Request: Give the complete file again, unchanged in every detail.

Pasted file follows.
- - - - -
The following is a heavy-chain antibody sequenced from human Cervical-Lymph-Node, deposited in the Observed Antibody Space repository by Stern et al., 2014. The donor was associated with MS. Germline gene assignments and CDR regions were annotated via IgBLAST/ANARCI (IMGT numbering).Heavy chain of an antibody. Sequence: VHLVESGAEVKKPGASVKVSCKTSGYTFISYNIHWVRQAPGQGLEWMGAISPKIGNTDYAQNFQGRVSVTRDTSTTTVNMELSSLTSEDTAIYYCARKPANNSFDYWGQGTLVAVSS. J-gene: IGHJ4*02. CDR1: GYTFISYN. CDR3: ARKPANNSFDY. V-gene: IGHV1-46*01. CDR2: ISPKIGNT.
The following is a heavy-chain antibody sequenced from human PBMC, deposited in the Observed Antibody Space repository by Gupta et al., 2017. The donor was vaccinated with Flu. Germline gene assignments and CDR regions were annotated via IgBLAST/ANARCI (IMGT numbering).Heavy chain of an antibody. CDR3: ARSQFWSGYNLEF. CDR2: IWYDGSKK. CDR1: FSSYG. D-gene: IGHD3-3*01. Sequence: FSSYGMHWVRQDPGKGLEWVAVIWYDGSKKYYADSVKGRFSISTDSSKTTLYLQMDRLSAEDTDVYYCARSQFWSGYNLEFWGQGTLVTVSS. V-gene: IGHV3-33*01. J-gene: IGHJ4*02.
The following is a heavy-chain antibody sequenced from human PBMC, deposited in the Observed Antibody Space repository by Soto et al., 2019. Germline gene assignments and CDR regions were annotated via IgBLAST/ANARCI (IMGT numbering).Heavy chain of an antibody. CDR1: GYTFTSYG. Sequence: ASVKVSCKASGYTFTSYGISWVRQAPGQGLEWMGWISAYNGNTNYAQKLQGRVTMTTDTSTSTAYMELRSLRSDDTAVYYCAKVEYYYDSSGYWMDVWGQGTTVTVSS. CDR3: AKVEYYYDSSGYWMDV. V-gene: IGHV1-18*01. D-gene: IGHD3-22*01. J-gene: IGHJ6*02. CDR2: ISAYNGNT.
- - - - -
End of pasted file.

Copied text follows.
The following is a heavy-chain antibody sequenced from human Cervical-Lymph-Node, deposited in the Observed Antibody Space repository by Stern et al., 2014. The donor was associated with MS. Germline gene assignments and CDR regions were annotated via IgBLAST/ANARCI (IMGT numbering).Heavy chain of an antibody. Sequence: VHLVESGAEVKKPGASVKVSCKTSGYTFISYNIHWVRQAPGQGLEWMGAISPKIGNTDYAQNFQGRVSVTRDTSTTTVNMELSSLTSEDTAIYYCARKPANNSFDYWGQGTLVAVSS. J-gene: IGHJ4*02. CDR1: GYTFISYN. CDR3: ARKPANNSFDY. V-gene: IGHV1-46*01. CDR2: ISPKIGNT.
The following is a heavy-chain antibody sequenced from human PBMC, deposited in the Observed Antibody Space repository by Gupta et al., 2017. The donor was vaccinated with Flu. Germline gene assignments and CDR regions were annotated via IgBLAST/ANARCI (IMGT numbering).Heavy chain of an antibody. CDR3: ARSQFWSGYNLEF. CDR2: IWYDGSKK. CDR1: FSSYG. D-gene: IGHD3-3*01. Sequence: FSSYGMHWVRQDPGKGLEWVAVIWYDGSKKYYADSVKGRFSISTDSSKTTLYLQMDRLSAEDTDVYYCARSQFWSGYNLEFWGQGTLVTVSS. V-gene: IGHV3-33*01. J-gene: IGHJ4*02.
The following is a heavy-chain antibody sequenced from human PBMC, deposited in the Observed Antibody Space repository by Soto et al., 2019. Germline gene assignments and CDR regions were annotated via IgBLAST/ANARCI (IMGT numbering).Heavy chain of an antibody. CDR1: GYTFTSYG. Sequence: ASVKVSCKASGYTFTSYGISWVRQAPGQGLEWMGWISAYNGNTNYAQKLQGRVTMTTDTSTSTAYMELRSLRSDDTAVYYCAKVEYYYDSSGYWMDVWGQGTTVTVSS. CDR3: AKVEYYYDSSGYWMDV. V-gene: IGHV1-18*01. D-gene: IGHD3-22*01. J-gene: IGHJ6*02. CDR2: ISAYNGNT.